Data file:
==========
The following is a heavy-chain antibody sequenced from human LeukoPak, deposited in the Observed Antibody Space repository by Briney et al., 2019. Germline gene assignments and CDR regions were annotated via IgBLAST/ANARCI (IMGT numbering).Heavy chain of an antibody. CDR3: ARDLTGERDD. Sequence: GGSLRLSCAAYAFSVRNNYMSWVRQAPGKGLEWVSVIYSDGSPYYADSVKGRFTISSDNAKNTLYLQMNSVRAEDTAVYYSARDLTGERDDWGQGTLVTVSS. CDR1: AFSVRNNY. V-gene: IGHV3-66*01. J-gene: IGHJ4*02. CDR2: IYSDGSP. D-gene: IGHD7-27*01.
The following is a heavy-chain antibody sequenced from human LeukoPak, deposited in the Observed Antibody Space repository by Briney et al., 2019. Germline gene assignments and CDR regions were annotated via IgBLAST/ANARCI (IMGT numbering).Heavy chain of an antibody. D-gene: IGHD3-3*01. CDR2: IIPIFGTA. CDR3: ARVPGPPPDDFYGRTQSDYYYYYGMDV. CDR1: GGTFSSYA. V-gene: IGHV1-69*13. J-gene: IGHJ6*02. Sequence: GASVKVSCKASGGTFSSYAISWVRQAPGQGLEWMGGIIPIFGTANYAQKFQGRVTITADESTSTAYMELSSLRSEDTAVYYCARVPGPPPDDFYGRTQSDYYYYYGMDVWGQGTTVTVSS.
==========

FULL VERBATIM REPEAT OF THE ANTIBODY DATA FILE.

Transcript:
The following is a heavy-chain antibody sequenced from human LeukoPak, deposited in the Observed Antibody Space repository by Briney et al., 2019. Germline gene assignments and CDR regions were annotated via IgBLAST/ANARCI (IMGT numbering).Heavy chain of an antibody. CDR3: ARDLTGERDD. Sequence: GGSLRLSCAAYAFSVRNNYMSWVRQAPGKGLEWVSVIYSDGSPYYADSVKGRFTISSDNAKNTLYLQMNSVRAEDTAVYYSARDLTGERDDWGQGTLVTVSS. CDR1: AFSVRNNY. V-gene: IGHV3-66*01. J-gene: IGHJ4*02. CDR2: IYSDGSP. D-gene: IGHD7-27*01.
The following is a heavy-chain antibody sequenced from human LeukoPak, deposited in the Observed Antibody Space repository by Briney et al., 2019. Germline gene assignments and CDR regions were annotated via IgBLAST/ANARCI (IMGT numbering).Heavy chain of an antibody. D-gene: IGHD3-3*01. CDR2: IIPIFGTA. CDR3: ARVPGPPPDDFYGRTQSDYYYYYGMDV. CDR1: GGTFSSYA. V-gene: IGHV1-69*13. J-gene: IGHJ6*02. Sequence: GASVKVSCKASGGTFSSYAISWVRQAPGQGLEWMGGIIPIFGTANYAQKFQGRVTITADESTSTAYMELSSLRSEDTAVYYCARVPGPPPDDFYGRTQSDYYYYYGMDVWGQGTTVTVSS.